Hopefully this noble endeavor continues, as it is so easy to get engulfed in the tide of adulthood and forget some of the idyllic reasons that attracted many students to medicine in the first place. Role models definitely are present in the Muslim community; the Chapel Hill victims were cited as inspiration while talking with Zain Ali, the service chair.

“While an incredibly tragic and unfortunate event (may Allah (swt) grant mercy and forgiveness to the victims and their families), the very evident passion of Deah, Yusor, and Razan for serving their communities served as a catalyst for us to bring students together in order to serve our communities”.

With election season in full swing and Islamophobic hate speech flung haphazardly, moreso disappointingly by presidential candidates in a ploy for votes, the need for accurate representation of the true values and people of Islam is imminently necessary. This organization is trying to embody the true founding principles of Islam by serving their communities and helping each other flourish and attain their goals and aspirations. Hopefully with this grass roots effort, visible action and social activism (which are part and parcel of the faith anyways) public perception will gradually change by virtue of their character. After all, who can argue with altruism?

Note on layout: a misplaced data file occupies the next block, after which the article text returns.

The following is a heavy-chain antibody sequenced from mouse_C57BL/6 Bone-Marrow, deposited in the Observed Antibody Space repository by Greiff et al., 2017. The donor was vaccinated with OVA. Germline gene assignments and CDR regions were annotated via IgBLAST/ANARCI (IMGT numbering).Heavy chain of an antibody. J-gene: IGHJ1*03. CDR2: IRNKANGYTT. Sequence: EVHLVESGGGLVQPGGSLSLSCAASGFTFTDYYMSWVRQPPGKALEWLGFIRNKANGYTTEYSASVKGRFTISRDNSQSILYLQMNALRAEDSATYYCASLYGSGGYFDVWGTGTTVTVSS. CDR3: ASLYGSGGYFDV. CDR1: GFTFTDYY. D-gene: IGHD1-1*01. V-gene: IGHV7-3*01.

While the group does have a philanthropic backbone, they also offer an opportunity to network.

“In addition to service aspirations, there was a feeling by many of us that a large contingent of health-professions students in the nearby area would benefit from meaningful social connections with Muslim colleagues at near-by institutions. We felt this organization might be a source of untapped potential to provide social events catered to the time/commitments and sensibilities of the Muslim health-professions student community.” Says Adnan Haque who is the public relations co-chair.

Sarah Khan, also Public Relations Co-Chair, shared her excitement about the success of the Welcome Back Barbeque and has plans for an event dedicated for graduating students. It’s refreshing to see an alternative to social events where alcohol can be a key aspect of socializing, since many Muslim students would prefer an alcohol free environment. This concern has prompted ideas for events in the future such as movie nights, athletic tournaments, nature retreats and laser tag.

“We hope to provide a diverse array of events where Muslims of all levels of spirituality feel comfortable attending and enjoying time with their fellow sisters and brothers in the health-professions realm.” Says Zaki Rahman, treasurer.

As someone who has traversed schooling and training in medicine, I can see this organization quickly gaining traction seeing as it appeals to such a wide spectrum of Muslim students in the area. Only good can come from contributing to the community via public service, which this group is making an indispensable part of their identity.

While spending some time with them at their inaugural event, I found them to be passionate students trying to find a common ground and help each other along the arduous journey of health professions training.